As far as other hardware specs go, the new Moto X touts a Qualcomm Snapdragon 801 processor with a 2.5GHz quad-core CPU, a 578MHz Adreno 330 GPU and 2GB of RAM. It also houses a 2,300mAh battery, which Motorola claims will last a full day. The new Moto X has four microphones to help reduce background noise, comes in a "splash guard" water-repellent coating (though it likely won't survive a dunk in the pool) and will be available in both 16GB and 32GB iterations.

Now on to the software. Android purists will be glad to know that the new Moto X will come with "pure Android" just as before -- this means that the phone is mostly stock (like the home screen and the icons), but it does have a few additions that Motorola has built in. But that's not necessarily a bad thing. For one thing, Motorola's Migration tool makes it easier to port over old contacts over to your new phone. But what really makes it a Motorola phone are the additions it introduced in the original X, such as Touchless Control, Active Display and Motorola Assist. Those have been renamed in the new Moto X as Moto Actions, Moto Display and Moto Assist, which we'll get to below.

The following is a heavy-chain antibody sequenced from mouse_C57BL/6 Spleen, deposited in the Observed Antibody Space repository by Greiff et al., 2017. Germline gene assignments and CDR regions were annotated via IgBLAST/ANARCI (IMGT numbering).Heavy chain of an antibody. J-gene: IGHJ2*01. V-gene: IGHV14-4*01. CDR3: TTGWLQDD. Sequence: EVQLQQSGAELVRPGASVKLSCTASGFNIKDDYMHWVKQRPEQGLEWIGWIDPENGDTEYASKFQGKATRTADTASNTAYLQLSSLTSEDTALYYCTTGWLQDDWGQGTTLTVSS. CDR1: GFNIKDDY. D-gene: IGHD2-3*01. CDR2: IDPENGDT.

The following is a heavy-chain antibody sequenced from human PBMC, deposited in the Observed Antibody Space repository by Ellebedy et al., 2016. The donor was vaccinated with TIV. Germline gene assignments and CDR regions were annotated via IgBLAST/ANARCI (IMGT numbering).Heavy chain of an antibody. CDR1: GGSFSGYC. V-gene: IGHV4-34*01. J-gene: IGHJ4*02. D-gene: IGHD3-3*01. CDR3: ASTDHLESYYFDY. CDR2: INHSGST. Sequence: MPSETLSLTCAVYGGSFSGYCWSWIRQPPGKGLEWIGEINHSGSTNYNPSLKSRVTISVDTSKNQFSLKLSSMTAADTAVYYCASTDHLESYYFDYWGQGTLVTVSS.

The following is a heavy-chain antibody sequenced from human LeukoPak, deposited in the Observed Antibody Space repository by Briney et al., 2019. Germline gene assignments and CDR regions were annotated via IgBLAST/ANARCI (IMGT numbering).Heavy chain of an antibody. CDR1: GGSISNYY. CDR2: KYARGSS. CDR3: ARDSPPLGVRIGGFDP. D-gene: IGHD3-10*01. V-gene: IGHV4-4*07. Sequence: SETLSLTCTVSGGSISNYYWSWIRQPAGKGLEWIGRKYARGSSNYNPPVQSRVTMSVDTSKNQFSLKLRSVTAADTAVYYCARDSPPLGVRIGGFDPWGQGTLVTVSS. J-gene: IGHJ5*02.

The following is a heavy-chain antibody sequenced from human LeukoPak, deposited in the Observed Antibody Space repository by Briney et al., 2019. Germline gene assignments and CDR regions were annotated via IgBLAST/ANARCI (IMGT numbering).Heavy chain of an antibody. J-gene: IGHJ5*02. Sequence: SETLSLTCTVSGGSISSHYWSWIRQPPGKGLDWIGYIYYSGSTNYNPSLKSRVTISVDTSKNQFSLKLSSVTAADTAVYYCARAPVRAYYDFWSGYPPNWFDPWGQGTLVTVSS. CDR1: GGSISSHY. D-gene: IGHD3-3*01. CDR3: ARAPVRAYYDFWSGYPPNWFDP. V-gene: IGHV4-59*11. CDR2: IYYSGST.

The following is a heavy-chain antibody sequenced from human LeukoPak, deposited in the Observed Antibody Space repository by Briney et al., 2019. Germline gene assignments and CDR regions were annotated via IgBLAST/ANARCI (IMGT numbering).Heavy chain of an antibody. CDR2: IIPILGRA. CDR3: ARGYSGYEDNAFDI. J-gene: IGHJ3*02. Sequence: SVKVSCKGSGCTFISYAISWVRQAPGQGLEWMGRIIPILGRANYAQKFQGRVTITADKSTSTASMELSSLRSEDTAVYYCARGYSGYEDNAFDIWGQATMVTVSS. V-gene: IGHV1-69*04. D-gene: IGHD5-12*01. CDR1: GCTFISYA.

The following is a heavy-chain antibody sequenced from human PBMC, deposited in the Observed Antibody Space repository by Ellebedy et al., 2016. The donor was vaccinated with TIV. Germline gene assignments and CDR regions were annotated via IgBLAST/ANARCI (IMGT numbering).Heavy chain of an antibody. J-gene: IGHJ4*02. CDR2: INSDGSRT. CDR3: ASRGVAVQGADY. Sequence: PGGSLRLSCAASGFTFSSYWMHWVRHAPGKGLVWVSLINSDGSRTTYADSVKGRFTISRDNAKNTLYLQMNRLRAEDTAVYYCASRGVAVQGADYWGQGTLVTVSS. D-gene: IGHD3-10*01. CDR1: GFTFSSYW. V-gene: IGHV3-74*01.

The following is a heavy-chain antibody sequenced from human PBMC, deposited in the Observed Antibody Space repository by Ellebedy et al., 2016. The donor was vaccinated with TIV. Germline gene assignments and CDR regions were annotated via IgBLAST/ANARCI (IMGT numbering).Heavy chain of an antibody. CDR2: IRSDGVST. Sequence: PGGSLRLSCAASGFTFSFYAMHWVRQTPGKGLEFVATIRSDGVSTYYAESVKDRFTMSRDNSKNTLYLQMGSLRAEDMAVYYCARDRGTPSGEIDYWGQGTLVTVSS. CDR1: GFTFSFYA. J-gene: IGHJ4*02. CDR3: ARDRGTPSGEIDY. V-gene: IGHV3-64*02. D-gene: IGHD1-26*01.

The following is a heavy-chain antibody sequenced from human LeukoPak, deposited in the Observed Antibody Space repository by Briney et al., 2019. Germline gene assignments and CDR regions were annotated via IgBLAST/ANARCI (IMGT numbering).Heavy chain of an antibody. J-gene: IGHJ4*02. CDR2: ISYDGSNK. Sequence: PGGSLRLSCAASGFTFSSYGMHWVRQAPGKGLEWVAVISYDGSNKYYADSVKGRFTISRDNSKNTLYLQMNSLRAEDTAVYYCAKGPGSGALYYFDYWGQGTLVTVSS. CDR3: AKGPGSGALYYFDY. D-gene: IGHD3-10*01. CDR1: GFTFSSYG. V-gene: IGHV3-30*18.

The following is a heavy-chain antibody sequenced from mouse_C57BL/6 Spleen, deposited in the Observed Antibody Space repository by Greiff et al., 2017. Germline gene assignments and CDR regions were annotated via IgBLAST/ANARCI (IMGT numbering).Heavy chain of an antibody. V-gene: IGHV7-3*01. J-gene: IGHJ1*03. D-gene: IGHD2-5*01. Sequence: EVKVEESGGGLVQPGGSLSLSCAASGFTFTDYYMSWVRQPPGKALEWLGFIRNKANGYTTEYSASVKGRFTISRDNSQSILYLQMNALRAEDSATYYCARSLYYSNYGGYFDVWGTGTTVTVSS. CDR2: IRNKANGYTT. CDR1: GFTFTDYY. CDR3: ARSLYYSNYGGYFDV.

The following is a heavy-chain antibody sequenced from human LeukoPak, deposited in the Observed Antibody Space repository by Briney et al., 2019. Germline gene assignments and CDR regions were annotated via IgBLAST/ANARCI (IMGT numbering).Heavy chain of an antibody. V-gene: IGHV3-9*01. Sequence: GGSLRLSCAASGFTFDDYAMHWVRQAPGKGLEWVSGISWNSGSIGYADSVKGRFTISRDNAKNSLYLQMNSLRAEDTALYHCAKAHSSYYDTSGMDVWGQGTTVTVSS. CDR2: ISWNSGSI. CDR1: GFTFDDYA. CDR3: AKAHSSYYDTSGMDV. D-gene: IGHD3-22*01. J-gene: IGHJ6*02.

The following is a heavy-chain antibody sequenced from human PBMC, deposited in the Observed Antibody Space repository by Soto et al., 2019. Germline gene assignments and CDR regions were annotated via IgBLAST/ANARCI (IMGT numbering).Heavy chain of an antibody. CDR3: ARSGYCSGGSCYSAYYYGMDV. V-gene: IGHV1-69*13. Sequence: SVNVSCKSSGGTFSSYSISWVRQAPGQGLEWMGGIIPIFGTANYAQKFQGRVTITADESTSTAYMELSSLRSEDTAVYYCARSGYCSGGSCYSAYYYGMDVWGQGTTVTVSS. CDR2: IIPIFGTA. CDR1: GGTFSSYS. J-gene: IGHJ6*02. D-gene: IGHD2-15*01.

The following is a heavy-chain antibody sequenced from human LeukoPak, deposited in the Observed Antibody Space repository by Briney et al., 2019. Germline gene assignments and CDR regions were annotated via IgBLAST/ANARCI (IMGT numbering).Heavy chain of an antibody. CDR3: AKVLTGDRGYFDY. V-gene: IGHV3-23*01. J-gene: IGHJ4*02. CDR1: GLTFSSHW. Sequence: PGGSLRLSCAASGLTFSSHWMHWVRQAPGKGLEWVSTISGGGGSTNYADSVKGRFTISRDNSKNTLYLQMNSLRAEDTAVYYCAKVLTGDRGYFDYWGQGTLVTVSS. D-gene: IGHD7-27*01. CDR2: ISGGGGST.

What really makes the new Moto X different from the old though, is that instead of just saying "OK Google" as a voice prompt, you can now say, well, whatever you damn well like. Yep, you can now customize that voice command prompt to anything you fancy. Now, there are a few restrictions -- you can't have anything with too few syllables or anything that's too common of a phrase (So "Hi there" and "Yo bitch" aren't ideal). But go ahead and use phrases like "OK Moto X" or "Wake up sleepyhead," or our personal favorite, "Hello Jarvis."